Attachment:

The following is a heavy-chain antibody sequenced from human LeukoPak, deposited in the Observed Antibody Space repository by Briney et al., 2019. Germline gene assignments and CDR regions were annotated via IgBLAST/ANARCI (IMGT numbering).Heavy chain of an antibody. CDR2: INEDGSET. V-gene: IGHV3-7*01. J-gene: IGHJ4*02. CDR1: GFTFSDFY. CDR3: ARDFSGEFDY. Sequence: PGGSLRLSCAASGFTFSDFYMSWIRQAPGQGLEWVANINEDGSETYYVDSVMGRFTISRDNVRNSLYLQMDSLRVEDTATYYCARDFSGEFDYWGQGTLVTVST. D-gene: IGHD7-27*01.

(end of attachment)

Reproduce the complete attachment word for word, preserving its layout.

The following is a heavy-chain antibody sequenced from human LeukoPak, deposited in the Observed Antibody Space repository by Briney et al., 2019. Germline gene assignments and CDR regions were annotated via IgBLAST/ANARCI (IMGT numbering).Heavy chain of an antibody. CDR2: INEDGSET. V-gene: IGHV3-7*01. J-gene: IGHJ4*02. CDR1: GFTFSDFY. CDR3: ARDFSGEFDY. Sequence: PGGSLRLSCAASGFTFSDFYMSWIRQAPGQGLEWVANINEDGSETYYVDSVMGRFTISRDNVRNSLYLQMDSLRVEDTATYYCARDFSGEFDYWGQGTLVTVST. D-gene: IGHD7-27*01.